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Thaddeus Hyatt
43 of 67

SPECIFICATION forming part of Letters Patent No. 254,656, dated March 7, 1882.
Application filed February 10, 1882. (No specimens.)
To all whom it may concern:
    Be it known that I, THADDEUS HYATT, of the city, county, and State of New York, have invented certain new and useful Improvements in Illuminating-Gratings, of which the following is a specification.
    In the drawings attached hereto, like letters refer to like parts in all the figures.
    Figure 1 represents an improved glass-holder or spread-surface mount, A, formed with an opening, B, made with straight sides b b. Fig. 2 is a cross-section of Fig. 1 on the line x x. Fig. 3 represents in cross-section a glass, C, designed to fit the opening B in the mount A. Fig. 4 represents the mount A set with the glass C, c c being the shank or lower portion of the glass below the mount. Fig. 5 represents a grating or perforated metal plate; D D, one portion being left bare and the other covered with mounts. Fig. 6 represents a cross-section of Fig. 5 on the line x x. Fig. 7 represents a mount, A, inclosed by a metal band, E. Fig. 8 represents a shell or hollow mount-- h h the hollow.
    The object of my invention is, first, to simplify and cheapen the manufacture of illuminating-gratings faced with materials capable of resisting fire and forming a safe-walking foot-surface; second, to bring into suitable form and condition as a facing for illuminating-gratings-- to wit, into the form of mounts-- materials well adapted therefor when so conditioned that would otherwise not be employed because of serious practical difficulties attending their use, such as natural stones, asphaltum, bituminous mastic, hard rubber, and soft metals; third, to facilitate and cheapen the method of facing illuminating-gratings with mounts made of baked clay and artificial stone.
    Fig. 1 represents a mount as I propose to manufacture them, the improvement consisting in adopting the plain simple flat form of geometrical tiles, and piercing or forming them with a light-hole made with practically straight sides capable of being bonded to glasses shaped to match them by the mere power of side adhesion, the glass projecting sufficiently below the mount to enter and be fixed in the light-holes of the grating. Fig. 1 is a mount without the glass. Fig. 4 shows it set with a glass. Fig. 5 shows the method of employing them to face a metal grating; and Fig. 6 shows how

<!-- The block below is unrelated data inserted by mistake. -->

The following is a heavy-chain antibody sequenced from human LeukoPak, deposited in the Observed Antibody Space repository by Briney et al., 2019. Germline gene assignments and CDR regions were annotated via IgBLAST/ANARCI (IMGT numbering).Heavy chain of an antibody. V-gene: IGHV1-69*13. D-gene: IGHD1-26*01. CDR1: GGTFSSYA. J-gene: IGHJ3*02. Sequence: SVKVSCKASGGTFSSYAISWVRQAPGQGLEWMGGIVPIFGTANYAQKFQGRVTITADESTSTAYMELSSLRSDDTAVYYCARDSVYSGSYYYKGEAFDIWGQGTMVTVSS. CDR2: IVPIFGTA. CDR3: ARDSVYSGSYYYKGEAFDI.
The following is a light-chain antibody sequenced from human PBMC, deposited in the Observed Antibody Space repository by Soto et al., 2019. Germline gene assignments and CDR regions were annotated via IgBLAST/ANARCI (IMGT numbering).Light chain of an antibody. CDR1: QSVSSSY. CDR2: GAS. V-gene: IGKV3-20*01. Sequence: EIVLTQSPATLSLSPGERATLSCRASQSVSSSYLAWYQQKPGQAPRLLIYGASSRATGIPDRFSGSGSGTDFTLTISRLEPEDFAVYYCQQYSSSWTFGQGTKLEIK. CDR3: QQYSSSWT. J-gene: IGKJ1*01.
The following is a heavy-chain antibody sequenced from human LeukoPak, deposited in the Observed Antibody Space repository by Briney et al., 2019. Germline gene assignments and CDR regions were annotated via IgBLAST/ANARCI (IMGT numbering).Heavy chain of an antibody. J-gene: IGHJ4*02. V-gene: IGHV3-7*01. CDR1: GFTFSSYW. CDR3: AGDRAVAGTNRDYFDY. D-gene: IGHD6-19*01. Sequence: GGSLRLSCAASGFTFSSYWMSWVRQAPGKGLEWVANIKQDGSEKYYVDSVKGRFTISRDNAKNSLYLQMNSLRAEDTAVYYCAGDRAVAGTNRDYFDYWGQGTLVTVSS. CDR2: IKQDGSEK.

the facing of mounts A A is held to the grating by the shanks or projecting lower portions of the glasses c c, which take into the apertures of the grating D D.
    The mounts when made of clay are molded, pressed, and baked after the manner of making geometrical tiles. Mounts of marble or other natural stone are made by sawing them out of plates of the material, first brought to the required thickness and then drilled to form the apertures for the glasses. Concrete mounts and mounts formed of plastic materials-- such as papier-maché, agricultural cotton, and equivalent substances-- I make in molds. Asphaltum mounts, whether made from either natural or artifical asphaltum, I form in molds from the material in powder placed while hot in the molds and there consolidated by tamping. Mounts made of bituminous mastic and equivalent materials I cast in molds lined with paper to prevent the material from sticking to the sides of the molds, the paper being afterward removed by wetting it. Mounts made of hard rubber and from soft metals when made hollow, as represented by Fig. 8, may, when desired, be backed with any suitable filling to make them solid.
    What I claim, and desire to secure by Letters Patent, is--
    1. Spread-surface mounts made with a central opening formed with practically straight sides, substantially as and for the purposes herein set forth and illustrated.
    2. Spread-surface mounts combined with glasses, substantially as and for the purposes herein set forth and illustrated.
    3. Spread-surface mounts formed of soft metals, hardened rubber, asphaltum, bituminous mastic, natural and artificial stone, plastic materials, concretes, baked clay, and their equivalents, substantially as and for the purposes herein set forth and illustrated.
    4. Metal-banded spread-surface mounts, substantially as and for the purposes herein set forth and illustrated.
    5. Illuminating-gratings faced with spread-surface mounts, substantially as and for the purposes herein set forth and illustrated.
    T. C. BRECHT,